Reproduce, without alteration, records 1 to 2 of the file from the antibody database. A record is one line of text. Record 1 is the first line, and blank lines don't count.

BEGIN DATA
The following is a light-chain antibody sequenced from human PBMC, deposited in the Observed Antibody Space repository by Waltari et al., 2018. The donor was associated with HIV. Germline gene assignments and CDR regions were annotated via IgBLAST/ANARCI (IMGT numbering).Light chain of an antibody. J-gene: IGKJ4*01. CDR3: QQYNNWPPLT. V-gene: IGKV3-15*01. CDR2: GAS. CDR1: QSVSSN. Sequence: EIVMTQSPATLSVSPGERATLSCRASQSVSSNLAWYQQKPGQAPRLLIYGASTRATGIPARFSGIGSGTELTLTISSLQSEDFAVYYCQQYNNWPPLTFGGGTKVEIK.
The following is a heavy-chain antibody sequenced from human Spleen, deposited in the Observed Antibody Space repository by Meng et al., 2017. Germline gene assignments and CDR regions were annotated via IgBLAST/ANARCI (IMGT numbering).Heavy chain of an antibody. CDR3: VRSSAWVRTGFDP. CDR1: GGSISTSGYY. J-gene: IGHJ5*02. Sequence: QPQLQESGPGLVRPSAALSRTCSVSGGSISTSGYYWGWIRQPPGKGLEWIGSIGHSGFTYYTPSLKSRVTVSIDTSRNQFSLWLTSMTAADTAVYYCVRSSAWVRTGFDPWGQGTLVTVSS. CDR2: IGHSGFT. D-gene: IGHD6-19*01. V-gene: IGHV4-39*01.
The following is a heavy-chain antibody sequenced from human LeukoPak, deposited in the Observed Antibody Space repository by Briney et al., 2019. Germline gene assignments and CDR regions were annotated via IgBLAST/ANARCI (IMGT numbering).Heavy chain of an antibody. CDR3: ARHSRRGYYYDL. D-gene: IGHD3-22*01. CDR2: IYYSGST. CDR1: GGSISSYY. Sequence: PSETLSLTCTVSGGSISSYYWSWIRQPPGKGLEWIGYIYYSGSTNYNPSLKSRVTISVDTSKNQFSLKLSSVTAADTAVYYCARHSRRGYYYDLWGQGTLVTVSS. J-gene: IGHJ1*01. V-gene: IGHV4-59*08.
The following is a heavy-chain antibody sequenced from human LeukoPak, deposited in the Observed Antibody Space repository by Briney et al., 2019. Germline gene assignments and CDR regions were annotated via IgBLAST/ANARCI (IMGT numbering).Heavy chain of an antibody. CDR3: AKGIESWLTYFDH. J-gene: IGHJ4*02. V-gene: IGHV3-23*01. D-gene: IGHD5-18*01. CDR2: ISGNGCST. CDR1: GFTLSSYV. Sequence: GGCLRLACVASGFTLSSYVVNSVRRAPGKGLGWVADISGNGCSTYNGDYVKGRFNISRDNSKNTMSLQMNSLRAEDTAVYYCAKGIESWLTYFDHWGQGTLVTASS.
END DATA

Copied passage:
The following is a light-chain antibody sequenced from human PBMC, deposited in the Observed Antibody Space repository by Waltari et al., 2018. The donor was associated with HIV. Germline gene assignments and CDR regions were annotated via IgBLAST/ANARCI (IMGT numbering).Light chain of an antibody. J-gene: IGKJ4*01. CDR3: QQYNNWPPLT. V-gene: IGKV3-15*01. CDR2: GAS. CDR1: QSVSSN. Sequence: EIVMTQSPATLSVSPGERATLSCRASQSVSSNLAWYQQKPGQAPRLLIYGASTRATGIPARFSGIGSGTELTLTISSLQSEDFAVYYCQQYNNWPPLTFGGGTKVEIK.
The following is a heavy-chain antibody sequenced from human Spleen, deposited in the Observed Antibody Space repository by Meng et al., 2017. Germline gene assignments and CDR regions were annotated via IgBLAST/ANARCI (IMGT numbering).Heavy chain of an antibody. CDR3: VRSSAWVRTGFDP. CDR1: GGSISTSGYY. J-gene: IGHJ5*02. Sequence: QPQLQESGPGLVRPSAALSRTCSVSGGSISTSGYYWGWIRQPPGKGLEWIGSIGHSGFTYYTPSLKSRVTVSIDTSRNQFSLWLTSMTAADTAVYYCVRSSAWVRTGFDPWGQGTLVTVSS. CDR2: IGHSGFT. D-gene: IGHD6-19*01. V-gene: IGHV4-39*01.